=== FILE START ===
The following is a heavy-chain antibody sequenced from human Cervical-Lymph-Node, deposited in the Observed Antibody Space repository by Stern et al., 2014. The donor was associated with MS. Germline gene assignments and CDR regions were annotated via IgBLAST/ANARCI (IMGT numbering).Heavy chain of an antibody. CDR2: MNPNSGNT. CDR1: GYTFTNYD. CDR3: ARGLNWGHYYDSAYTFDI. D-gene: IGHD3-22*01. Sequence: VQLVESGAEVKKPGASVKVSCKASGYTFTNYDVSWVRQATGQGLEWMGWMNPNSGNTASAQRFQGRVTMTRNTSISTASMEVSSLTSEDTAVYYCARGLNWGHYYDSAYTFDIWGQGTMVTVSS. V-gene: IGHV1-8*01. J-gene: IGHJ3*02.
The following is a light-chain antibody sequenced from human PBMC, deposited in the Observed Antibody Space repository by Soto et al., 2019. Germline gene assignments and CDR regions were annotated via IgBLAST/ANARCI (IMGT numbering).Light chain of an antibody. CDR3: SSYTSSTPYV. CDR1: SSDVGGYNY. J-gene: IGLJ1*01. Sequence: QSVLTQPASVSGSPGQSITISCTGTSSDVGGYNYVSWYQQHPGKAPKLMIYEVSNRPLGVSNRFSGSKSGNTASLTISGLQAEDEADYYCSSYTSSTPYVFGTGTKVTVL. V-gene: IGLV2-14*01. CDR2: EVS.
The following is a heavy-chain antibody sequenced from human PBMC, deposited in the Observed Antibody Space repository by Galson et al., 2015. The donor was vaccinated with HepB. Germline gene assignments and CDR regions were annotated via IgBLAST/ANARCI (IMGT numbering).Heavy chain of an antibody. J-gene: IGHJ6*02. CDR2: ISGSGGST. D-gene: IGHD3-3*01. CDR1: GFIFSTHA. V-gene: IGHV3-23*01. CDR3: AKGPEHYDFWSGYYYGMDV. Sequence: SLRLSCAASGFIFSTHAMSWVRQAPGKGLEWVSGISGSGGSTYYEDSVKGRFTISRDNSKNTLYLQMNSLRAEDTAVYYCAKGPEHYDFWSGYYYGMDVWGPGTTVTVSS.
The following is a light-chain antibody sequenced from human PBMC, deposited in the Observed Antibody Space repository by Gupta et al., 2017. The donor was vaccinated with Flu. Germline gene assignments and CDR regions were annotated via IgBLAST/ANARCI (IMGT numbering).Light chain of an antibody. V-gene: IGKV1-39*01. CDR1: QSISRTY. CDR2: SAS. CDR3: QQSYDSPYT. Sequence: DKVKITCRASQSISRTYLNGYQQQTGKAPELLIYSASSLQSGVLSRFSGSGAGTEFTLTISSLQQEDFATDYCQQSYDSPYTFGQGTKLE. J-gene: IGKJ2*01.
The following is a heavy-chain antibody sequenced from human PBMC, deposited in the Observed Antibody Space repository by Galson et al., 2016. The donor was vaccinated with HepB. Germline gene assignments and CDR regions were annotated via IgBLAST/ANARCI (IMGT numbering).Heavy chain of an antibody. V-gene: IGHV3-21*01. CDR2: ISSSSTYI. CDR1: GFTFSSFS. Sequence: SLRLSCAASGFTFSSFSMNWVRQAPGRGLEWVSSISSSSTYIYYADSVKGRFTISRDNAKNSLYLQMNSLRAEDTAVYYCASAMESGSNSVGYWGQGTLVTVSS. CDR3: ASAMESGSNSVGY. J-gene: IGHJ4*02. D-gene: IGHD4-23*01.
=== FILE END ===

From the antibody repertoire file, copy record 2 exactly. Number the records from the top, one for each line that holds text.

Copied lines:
The following is a light-chain antibody sequenced from human PBMC, deposited in the Observed Antibody Space repository by Soto et al., 2019. Germline gene assignments and CDR regions were annotated via IgBLAST/ANARCI (IMGT numbering).Light chain of an antibody. CDR3: SSYTSSTPYV. CDR1: SSDVGGYNY. J-gene: IGLJ1*01. Sequence: QSVLTQPASVSGSPGQSITISCTGTSSDVGGYNYVSWYQQHPGKAPKLMIYEVSNRPLGVSNRFSGSKSGNTASLTISGLQAEDEADYYCSSYTSSTPYVFGTGTKVTVL. V-gene: IGLV2-14*01. CDR2: EVS.